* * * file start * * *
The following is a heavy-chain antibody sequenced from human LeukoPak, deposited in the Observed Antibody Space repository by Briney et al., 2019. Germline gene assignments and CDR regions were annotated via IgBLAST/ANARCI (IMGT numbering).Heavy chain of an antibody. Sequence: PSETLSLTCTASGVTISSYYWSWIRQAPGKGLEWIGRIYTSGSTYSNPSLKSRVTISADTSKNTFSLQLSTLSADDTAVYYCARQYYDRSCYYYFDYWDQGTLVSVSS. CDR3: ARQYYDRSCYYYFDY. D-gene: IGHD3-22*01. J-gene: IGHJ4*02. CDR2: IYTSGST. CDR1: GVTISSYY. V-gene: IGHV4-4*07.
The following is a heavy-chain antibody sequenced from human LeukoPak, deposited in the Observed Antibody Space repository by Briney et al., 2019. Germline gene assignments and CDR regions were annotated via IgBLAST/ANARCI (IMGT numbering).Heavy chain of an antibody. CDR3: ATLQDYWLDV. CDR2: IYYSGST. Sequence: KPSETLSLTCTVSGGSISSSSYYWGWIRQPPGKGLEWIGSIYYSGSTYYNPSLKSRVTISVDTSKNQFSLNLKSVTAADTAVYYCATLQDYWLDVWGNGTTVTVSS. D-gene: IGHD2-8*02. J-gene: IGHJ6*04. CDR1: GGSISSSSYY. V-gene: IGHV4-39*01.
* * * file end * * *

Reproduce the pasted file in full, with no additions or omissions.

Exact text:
The following is a heavy-chain antibody sequenced from human LeukoPak, deposited in the Observed Antibody Space repository by Briney et al., 2019. Germline gene assignments and CDR regions were annotated via IgBLAST/ANARCI (IMGT numbering).Heavy chain of an antibody. Sequence: PSETLSLTCTASGVTISSYYWSWIRQAPGKGLEWIGRIYTSGSTYSNPSLKSRVTISADTSKNTFSLQLSTLSADDTAVYYCARQYYDRSCYYYFDYWDQGTLVSVSS. CDR3: ARQYYDRSCYYYFDY. D-gene: IGHD3-22*01. J-gene: IGHJ4*02. CDR2: IYTSGST. CDR1: GVTISSYY. V-gene: IGHV4-4*07.
The following is a heavy-chain antibody sequenced from human LeukoPak, deposited in the Observed Antibody Space repository by Briney et al., 2019. Germline gene assignments and CDR regions were annotated via IgBLAST/ANARCI (IMGT numbering).Heavy chain of an antibody. CDR3: ATLQDYWLDV. CDR2: IYYSGST. Sequence: KPSETLSLTCTVSGGSISSSSYYWGWIRQPPGKGLEWIGSIYYSGSTYYNPSLKSRVTISVDTSKNQFSLNLKSVTAADTAVYYCATLQDYWLDVWGNGTTVTVSS. D-gene: IGHD2-8*02. J-gene: IGHJ6*04. CDR1: GGSISSSSYY. V-gene: IGHV4-39*01.